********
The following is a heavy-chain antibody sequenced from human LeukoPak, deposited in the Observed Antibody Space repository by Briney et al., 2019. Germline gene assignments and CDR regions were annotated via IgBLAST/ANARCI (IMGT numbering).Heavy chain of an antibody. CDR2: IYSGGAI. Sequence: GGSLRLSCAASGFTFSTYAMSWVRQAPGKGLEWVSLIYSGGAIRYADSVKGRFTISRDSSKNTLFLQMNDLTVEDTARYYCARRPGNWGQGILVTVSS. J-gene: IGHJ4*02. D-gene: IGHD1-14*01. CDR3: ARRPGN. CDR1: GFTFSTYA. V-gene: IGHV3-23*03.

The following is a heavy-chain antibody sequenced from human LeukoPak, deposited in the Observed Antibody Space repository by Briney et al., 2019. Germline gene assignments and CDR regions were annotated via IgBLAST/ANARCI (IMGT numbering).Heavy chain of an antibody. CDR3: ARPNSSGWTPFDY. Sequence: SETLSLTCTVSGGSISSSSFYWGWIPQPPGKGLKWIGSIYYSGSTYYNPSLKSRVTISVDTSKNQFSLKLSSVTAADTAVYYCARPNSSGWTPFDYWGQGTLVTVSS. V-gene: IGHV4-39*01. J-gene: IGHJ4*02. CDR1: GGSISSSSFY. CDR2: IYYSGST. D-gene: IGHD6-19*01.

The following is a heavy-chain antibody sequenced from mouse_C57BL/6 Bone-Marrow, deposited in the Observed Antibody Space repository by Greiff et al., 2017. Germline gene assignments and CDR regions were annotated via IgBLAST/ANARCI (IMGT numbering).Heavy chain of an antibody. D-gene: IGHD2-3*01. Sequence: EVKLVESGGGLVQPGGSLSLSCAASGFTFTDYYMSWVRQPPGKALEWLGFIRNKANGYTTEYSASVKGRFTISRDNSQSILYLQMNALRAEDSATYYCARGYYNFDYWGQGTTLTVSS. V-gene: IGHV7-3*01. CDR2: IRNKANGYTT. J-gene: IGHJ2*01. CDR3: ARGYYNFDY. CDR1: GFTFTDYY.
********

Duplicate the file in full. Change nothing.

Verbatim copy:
The following is a heavy-chain antibody sequenced from human LeukoPak, deposited in the Observed Antibody Space repository by Briney et al., 2019. Germline gene assignments and CDR regions were annotated via IgBLAST/ANARCI (IMGT numbering).Heavy chain of an antibody. CDR2: IYSGGAI. Sequence: GGSLRLSCAASGFTFSTYAMSWVRQAPGKGLEWVSLIYSGGAIRYADSVKGRFTISRDSSKNTLFLQMNDLTVEDTARYYCARRPGNWGQGILVTVSS. J-gene: IGHJ4*02. D-gene: IGHD1-14*01. CDR3: ARRPGN. CDR1: GFTFSTYA. V-gene: IGHV3-23*03.

The following is a heavy-chain antibody sequenced from human LeukoPak, deposited in the Observed Antibody Space repository by Briney et al., 2019. Germline gene assignments and CDR regions were annotated via IgBLAST/ANARCI (IMGT numbering).Heavy chain of an antibody. CDR3: ARPNSSGWTPFDY. Sequence: SETLSLTCTVSGGSISSSSFYWGWIPQPPGKGLKWIGSIYYSGSTYYNPSLKSRVTISVDTSKNQFSLKLSSVTAADTAVYYCARPNSSGWTPFDYWGQGTLVTVSS. V-gene: IGHV4-39*01. J-gene: IGHJ4*02. CDR1: GGSISSSSFY. CDR2: IYYSGST. D-gene: IGHD6-19*01.

The following is a heavy-chain antibody sequenced from mouse_C57BL/6 Bone-Marrow, deposited in the Observed Antibody Space repository by Greiff et al., 2017. Germline gene assignments and CDR regions were annotated via IgBLAST/ANARCI (IMGT numbering).Heavy chain of an antibody. D-gene: IGHD2-3*01. Sequence: EVKLVESGGGLVQPGGSLSLSCAASGFTFTDYYMSWVRQPPGKALEWLGFIRNKANGYTTEYSASVKGRFTISRDNSQSILYLQMNALRAEDSATYYCARGYYNFDYWGQGTTLTVSS. V-gene: IGHV7-3*01. CDR2: IRNKANGYTT. J-gene: IGHJ2*01. CDR3: ARGYYNFDY. CDR1: GFTFTDYY.